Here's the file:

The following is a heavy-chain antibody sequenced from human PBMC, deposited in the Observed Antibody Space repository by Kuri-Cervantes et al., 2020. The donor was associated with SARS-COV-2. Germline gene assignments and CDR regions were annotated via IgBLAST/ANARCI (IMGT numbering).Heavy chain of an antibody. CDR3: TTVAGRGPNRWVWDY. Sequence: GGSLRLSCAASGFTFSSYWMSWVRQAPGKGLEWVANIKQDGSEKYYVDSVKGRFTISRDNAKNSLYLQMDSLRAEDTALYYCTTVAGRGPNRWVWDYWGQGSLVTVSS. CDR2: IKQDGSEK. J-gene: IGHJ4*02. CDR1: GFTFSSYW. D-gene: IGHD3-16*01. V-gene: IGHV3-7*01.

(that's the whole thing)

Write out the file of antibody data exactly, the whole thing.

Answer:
The following is a heavy-chain antibody sequenced from human PBMC, deposited in the Observed Antibody Space repository by Kuri-Cervantes et al., 2020. The donor was associated with SARS-COV-2. Germline gene assignments and CDR regions were annotated via IgBLAST/ANARCI (IMGT numbering).Heavy chain of an antibody. CDR3: TTVAGRGPNRWVWDY. Sequence: GGSLRLSCAASGFTFSSYWMSWVRQAPGKGLEWVANIKQDGSEKYYVDSVKGRFTISRDNAKNSLYLQMDSLRAEDTALYYCTTVAGRGPNRWVWDYWGQGSLVTVSS. CDR2: IKQDGSEK. J-gene: IGHJ4*02. CDR1: GFTFSSYW. D-gene: IGHD3-16*01. V-gene: IGHV3-7*01.